- a breakdown of gas, electricity or water supply
- a breakdown in water appliances supplied by the rooming house owner that will lead to a large amount of water being wasted
- a fault or damage that makes the rooming house unsafe or not secure
- a serious fault in a lift or staircase
If an urgent repair is needed, your fi rst step is to ask the rooming house owner to fix it. If they cannot be contacted or they refuse to fix the problem, contact us for advice.
If there is another facility available in the rooming house (eg. there is another toilet that you can use) then the repair will be a non-urgent repair.
If the problem is not urgent, send the rooming house owner a Notice to Owner of Rooming House. This gives the owner 14 days to fix the problem. This form is available from Consumer Affairs Victoria.
If the problem is not fixed within 14 days, contact us for advice.
Do not stop paying rent if the owner won’t do repairs. Keep paying as usual or you could end up in rent arrears.
Rooming house owners cannot increase the rent more than once every 6 months and they must give you 60 days written notice of a rent increase. If you are given a rent increase that you think is too high or you haven’t been given at
least 60 days notice in the correct form, contact us for advice as soon as possible.
If part of your rent has been going towards an extra service (eg cleaning of your room) and this service is withdrawn or reduced, the rooming house owner must reduce your rent.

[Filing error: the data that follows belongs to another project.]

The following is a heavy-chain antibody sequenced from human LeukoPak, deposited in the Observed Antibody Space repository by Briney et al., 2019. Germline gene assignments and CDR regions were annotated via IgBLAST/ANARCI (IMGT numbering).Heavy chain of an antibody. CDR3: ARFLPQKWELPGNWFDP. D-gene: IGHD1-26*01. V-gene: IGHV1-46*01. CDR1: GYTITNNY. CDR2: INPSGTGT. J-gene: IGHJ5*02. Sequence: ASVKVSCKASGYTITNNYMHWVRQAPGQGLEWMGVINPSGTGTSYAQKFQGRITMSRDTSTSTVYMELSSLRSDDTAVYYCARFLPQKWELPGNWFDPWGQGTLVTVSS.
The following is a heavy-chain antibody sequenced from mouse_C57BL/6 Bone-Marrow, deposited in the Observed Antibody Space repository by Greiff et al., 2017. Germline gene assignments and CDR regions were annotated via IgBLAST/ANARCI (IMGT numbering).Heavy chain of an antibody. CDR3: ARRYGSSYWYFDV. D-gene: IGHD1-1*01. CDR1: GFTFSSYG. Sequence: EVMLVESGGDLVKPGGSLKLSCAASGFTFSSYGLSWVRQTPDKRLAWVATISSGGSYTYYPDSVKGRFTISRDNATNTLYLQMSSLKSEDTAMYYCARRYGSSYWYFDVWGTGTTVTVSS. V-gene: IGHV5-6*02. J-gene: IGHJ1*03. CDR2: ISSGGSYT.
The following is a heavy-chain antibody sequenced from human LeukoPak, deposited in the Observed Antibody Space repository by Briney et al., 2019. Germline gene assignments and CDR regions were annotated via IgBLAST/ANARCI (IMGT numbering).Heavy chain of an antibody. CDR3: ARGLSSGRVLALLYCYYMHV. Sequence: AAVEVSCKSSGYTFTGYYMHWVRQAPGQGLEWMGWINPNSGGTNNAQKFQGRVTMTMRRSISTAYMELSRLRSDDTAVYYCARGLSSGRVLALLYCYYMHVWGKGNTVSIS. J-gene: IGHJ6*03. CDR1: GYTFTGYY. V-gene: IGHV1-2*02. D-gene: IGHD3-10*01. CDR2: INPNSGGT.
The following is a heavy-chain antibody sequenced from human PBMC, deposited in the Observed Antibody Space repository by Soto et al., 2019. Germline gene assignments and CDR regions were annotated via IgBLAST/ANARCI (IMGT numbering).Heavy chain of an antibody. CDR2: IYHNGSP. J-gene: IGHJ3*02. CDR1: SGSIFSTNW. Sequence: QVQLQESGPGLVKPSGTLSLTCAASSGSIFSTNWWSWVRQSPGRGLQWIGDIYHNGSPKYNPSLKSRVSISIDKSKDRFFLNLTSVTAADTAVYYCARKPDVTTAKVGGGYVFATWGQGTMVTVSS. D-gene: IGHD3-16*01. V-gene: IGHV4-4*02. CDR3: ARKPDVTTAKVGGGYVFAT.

The rooming house owner can give you a 2-day Notice to Vacate if you owe 7 or more days rent. It is illegal for them to take or dispose of your property because you owe rent.
You do not have to move out until there has been a Tribunal hearing. If you receive a Notice to Vacate for rent arrears, contact us for advice.
Breach of Duty Notice
The Residential Tenancies Act 1997 (the Act) sets out the legal rights and duties of rooming house owners and residents. If the rooming house owner breaches your legal rights under the Act, you can give them a Breach of Duty Notice. Likewise, if you breach a duty under the Act, they can give one to you. If you receive a Breach of Duty Notice or you want to serve one on the owner, contact us for advice.
Once you have served a Breach of Duty Notice, you may be able to claim compensation.